Subscribe to My Feed

Tell a Friend

  • Polls

    How Is My Site? / ¿Cómo es mi sitio web?

    View Results

    Loading ... Loading ...
  • Recent Comments:

  • « | Home | »

    Colombia Gets Cell Phone Battery Agreement

    By Keith R | April 20, 2007

    Topics: Electronic/Electrical Equipment, Environmental Protection, Waste & Recycling | 2 Comments »

    1 Star2 Stars3 Stars4 Stars5 Stars (No Ratings Yet)

    According to a Colombia daily, El Tiempo, the Ministry of Environment, Housing and Territorial Development (MAVDT) has signed an agreement (“convenio”) with the cellular telephone industry to collect and export spent cell phone batteries. The agreement was signed by the major providers of cell phone service in the country, including Avantel, the industry associations for the cellular (Asociación Celular – Asocel) and IT sectors (Cámara Colombiana de Informática y Telecomunicaciones – CCIT), and the manufacturer Nokia. Under the agreement, the industry commits to (1) elaborate and implement a plan for the collection of used cell phone batteries from consumers; (2) export the collected batteries for safe “final disposition” elsewhere.

    Environment Minister Juan Lozano declared that “For the first time, an entire sector of the technology industry is assuming its post-consumption obligations in Colombia.”

    MAVDT hopes that this is only the first of other post-consumer responsibility agreements on e-waste for the tech industry in Colombia. MAVDT has been in talks for some time with the “toner” cartridge, battery/pile and electronics (primarily computer) industries, and Minister Lozano indicated that he is losing his patience. “We recognize the effort in the toners area, but the battery and computer sectors have been less committed. In any case, if by mid-year we have not secured agreements that define the responsibilities of the companies, the Government will unilaterally impose resolutions that oblige them to recover their wastes.”

    Lozano’s statement seems at odds with the recently announced e-waste initiative MAVDT has launched with the Cleaner Production Center (CNPML) with help from the Swiss Government and Switzerland’s EMPA. The initiative envisioned a longer timeline and the use of a concertation system — a roundtable of sorts — to bring together all the stakeholders to discuss a rational WEEE system that would work properly in Colombia.

    I also have more than a few questions about this agreement, and so far, no clarifications forthcoming from either MAVDT or Asocel. So I’ll just voice them here. Perhaps someone from MAVDT, Asocel, Avantel, CCIT, Nokia, CNPML or some other participant can post a clarification and/or email me the details.

    For example, does this agreement apply to all battery chemistries, or just certain ones?

    Is collection to be at point of sale, perhaps the consumer turning in his old one for a new one? If so, will all vendors/cell service stores accept all brands and types of batteries, or only those that they sell?

    Or will collection be at designated collection points? If so, will these collection points be properly spread around the country, or be largely limited to Bogotá, or perhaps a few in Cali and Medellin too?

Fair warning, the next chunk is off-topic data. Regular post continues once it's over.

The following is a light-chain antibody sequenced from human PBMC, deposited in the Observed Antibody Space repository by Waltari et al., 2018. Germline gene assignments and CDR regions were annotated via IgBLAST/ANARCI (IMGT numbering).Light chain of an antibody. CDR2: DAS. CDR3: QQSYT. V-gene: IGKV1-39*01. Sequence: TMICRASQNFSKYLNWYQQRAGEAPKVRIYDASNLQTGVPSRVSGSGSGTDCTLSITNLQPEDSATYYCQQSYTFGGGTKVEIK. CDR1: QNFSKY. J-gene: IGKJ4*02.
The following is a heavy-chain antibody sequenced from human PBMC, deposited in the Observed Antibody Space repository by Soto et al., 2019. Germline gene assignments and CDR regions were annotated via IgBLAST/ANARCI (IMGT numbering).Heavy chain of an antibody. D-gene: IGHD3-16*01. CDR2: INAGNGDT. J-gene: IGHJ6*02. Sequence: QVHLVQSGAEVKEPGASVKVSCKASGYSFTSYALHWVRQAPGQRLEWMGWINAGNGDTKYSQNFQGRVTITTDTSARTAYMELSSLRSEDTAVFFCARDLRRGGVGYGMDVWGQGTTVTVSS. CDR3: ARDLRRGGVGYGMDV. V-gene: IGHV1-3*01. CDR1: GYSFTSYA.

Who will be responsible for collecting from the collection points, and ensuring that the batteries are transported, packed and stored properly until export?

    Are there any concrete recovery goals, with an agreed, stated formula for calculating performance vis-a-vis those goals?

    Where will these batteries be exported, and to what end — recycling? treatment? disposal (under what conditions)? Who’s going to be checking that they are not all simply exported to an open-air dump or illegal, dangerous “recycling” facility in China?

    And come to think of it, why export them rather than recycle? Is there no competent enterprise in Colombia that can handle lithium or nickel metal hydride (NiMH) batteries? Or do the older nickel-cadmium (Ni-Cd) batteries still predominant in Colombian cell phones?

    Any requirement that cell phone batteries sold in Colombia be marked warning against disposal in common trash (usually the crossed out wheelie bin symbol) and urging them to take it to a collection point?

    Who commits to educating the consumer about his/her role and how this education take place? Will there be any incentive to the consumer, other than simply being good to the environment?

    — Keith R

    Tags: , , , , , , , , , , , , , , , , , , , , , , , , , , , , , , , , ,

    2 Responses to “Colombia Gets Cell Phone Battery Agreement”

    1. Leila Says:

      Hmm, interesting new policy. Has anyone gotten back to you on your questions?


    2. Keith R Says:

      Hi Leila. No, not yet. But I’m a persistent guy, so I’ll try every avenue until someone talks! LOL

      I think it is indeed interesting that Minister Lozano has decided to champion post-consumer producer responsibility as his keystone waste policy, and that his boss (the President) and fellow Ministers are not dissuading him from doing so. A definite sea change! Colombia has expressed interest in the concept for at least 10 years that I know of (since a waste policy statement in 1998, if I recall), but they never before really followed through, so I think industry was lulled into thinking it would never happen. Think of what might have been accomplished if they instead had chosen pro-actively!

      Lozano just issued a new regulation imposing post-consumer responsibility for collecting pesticide containers, whether agricultural, industrial or household (I’m composing a post on it even as I pen this). As he did so, he promised similar regulations soon on expired medicines and lead-acid batteries. And as I mentioned in this post, he has warned the computer industry that they may be facing the same by mid-year. So he’s on a roll! Stay tuned!
      Warm Regards,

    Leave a Reply